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Tag Archives: Integrated gasification combined cycle

Coal is the single largest fuel used for power generation all over the world, due to its abundant availability and established infrastructure and technology. However, greenhouse gas emission poses a significant challenge in continuing the usage of coal as prime fuel. Currently, Natural gas is favored as fuel for power generation and number of LNG (liquefied natural gas) plants have been set up in many parts of the world. Coal seam methane gas is another potential source that competes with natural gas. Basically, Methane is the major constituent of such gases in the form of Hydrogen  and they are suitable for both combustion as well as for gasification for power generation. Countries who are endowed with large deposits of coal such as Australia, South Africa, Indonesia have advantages in clean coal technologies and in reducing their greenhouse gas emissions. There is an opportunity for coal-fired power plants to continue their operations, if they can solve the greenhouse gas emission and other pollution problems associated with coal. Number of companies are now re-evaluating clean coal technologies such as IGCC and carbon capture and reuse.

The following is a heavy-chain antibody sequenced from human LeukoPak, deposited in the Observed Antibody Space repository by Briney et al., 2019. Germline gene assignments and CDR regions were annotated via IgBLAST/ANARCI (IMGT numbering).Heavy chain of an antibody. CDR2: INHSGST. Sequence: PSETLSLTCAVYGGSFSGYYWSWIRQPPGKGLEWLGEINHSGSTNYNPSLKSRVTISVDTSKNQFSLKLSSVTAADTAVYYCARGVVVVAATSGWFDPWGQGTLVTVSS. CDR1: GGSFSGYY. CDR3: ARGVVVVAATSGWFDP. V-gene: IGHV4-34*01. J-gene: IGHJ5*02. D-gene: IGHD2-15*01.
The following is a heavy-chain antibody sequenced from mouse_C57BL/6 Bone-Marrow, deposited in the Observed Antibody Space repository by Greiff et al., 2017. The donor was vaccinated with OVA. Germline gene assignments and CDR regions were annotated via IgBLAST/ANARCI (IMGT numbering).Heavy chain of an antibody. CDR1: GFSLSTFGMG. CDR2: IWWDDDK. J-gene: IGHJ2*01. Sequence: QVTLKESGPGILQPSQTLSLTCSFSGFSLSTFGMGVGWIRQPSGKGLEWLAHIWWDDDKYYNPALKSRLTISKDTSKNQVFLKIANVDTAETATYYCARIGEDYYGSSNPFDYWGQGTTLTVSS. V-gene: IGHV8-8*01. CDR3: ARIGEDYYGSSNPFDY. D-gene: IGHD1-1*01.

As we have seen in previous articles, Hydrogen is the key in developing clean coal technology of the future. That is why, gasification technology such as IGCC (Integrated Gasification and Combined Cycle) is gaining importance over combustion technologies because that is the only way we can introduce a Hydrogen molecule in the combustion by way of ‘Syngas’. By introducing Hydrogen, we not only can improve the thermal efficiency but also use the heat of combustion to the most by combined cycle with reduced GHG emission. It also facilitates the usage of existing and known power generation technologies such as, steam turbine and gas turbine, as well as, new technologies such as Fuel cell and Hydrogen turbines.

Coal in the form of pumpable liquid (CWS –coal water slurry) is another key milestone in developing a clean coal technology. Countries like China and Indonesia have been using coal water slurry for power generation successfully. Finely powdered coal is mixed with water in the ratio of 60:40 along with dispersant such as Lignosulfonate as additives to make a finely dispersed, viscous liquid that resembles heavy petroleum oil, ready for combustion. It is easier to handle pumpable oil than a solid coal.